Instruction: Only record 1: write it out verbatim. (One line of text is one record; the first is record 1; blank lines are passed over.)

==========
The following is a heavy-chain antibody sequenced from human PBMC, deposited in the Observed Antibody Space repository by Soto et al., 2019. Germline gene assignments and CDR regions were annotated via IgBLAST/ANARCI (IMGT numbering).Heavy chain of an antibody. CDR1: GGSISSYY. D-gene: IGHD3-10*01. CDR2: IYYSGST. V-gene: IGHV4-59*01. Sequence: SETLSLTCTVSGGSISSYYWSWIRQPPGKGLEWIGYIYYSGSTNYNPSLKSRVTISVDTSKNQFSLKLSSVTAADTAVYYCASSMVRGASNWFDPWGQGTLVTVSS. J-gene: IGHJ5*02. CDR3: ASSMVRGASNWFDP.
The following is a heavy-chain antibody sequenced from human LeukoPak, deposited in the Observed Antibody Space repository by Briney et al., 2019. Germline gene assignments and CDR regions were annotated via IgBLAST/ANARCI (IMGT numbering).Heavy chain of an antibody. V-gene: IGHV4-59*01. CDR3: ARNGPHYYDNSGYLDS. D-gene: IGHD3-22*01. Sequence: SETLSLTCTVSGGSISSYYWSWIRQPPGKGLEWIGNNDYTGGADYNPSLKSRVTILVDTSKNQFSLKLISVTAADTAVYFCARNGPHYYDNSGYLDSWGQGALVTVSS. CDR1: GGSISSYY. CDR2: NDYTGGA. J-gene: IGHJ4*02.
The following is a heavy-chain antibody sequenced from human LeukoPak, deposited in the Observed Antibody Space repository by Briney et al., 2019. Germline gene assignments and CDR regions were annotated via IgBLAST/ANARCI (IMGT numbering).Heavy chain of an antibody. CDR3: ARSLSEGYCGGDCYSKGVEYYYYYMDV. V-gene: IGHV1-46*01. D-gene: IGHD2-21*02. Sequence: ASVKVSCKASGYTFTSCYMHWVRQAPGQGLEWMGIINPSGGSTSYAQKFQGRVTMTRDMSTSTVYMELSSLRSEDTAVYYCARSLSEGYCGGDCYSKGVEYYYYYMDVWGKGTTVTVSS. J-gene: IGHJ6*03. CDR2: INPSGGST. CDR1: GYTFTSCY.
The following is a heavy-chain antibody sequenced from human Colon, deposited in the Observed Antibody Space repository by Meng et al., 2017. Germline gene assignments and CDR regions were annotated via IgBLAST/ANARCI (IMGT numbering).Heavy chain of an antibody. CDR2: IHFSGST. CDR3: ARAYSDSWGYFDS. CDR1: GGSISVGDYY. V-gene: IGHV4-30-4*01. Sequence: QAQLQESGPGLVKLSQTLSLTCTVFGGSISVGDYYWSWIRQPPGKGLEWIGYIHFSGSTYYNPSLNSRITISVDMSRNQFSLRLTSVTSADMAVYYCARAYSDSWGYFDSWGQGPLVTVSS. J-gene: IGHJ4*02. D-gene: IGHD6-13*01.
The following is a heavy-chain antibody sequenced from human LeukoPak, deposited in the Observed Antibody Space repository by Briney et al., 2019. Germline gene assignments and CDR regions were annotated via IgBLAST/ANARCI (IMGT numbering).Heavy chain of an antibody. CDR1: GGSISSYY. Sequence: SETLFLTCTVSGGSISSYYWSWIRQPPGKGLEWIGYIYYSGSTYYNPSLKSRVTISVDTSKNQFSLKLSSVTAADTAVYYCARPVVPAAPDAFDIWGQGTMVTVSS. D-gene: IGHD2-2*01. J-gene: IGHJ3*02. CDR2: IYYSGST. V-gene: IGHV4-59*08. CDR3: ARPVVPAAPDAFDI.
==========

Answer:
The following is a heavy-chain antibody sequenced from human PBMC, deposited in the Observed Antibody Space repository by Soto et al., 2019. Germline gene assignments and CDR regions were annotated via IgBLAST/ANARCI (IMGT numbering).Heavy chain of an antibody. CDR1: GGSISSYY. D-gene: IGHD3-10*01. CDR2: IYYSGST. V-gene: IGHV4-59*01. Sequence: SETLSLTCTVSGGSISSYYWSWIRQPPGKGLEWIGYIYYSGSTNYNPSLKSRVTISVDTSKNQFSLKLSSVTAADTAVYYCASSMVRGASNWFDPWGQGTLVTVSS. J-gene: IGHJ5*02. CDR3: ASSMVRGASNWFDP.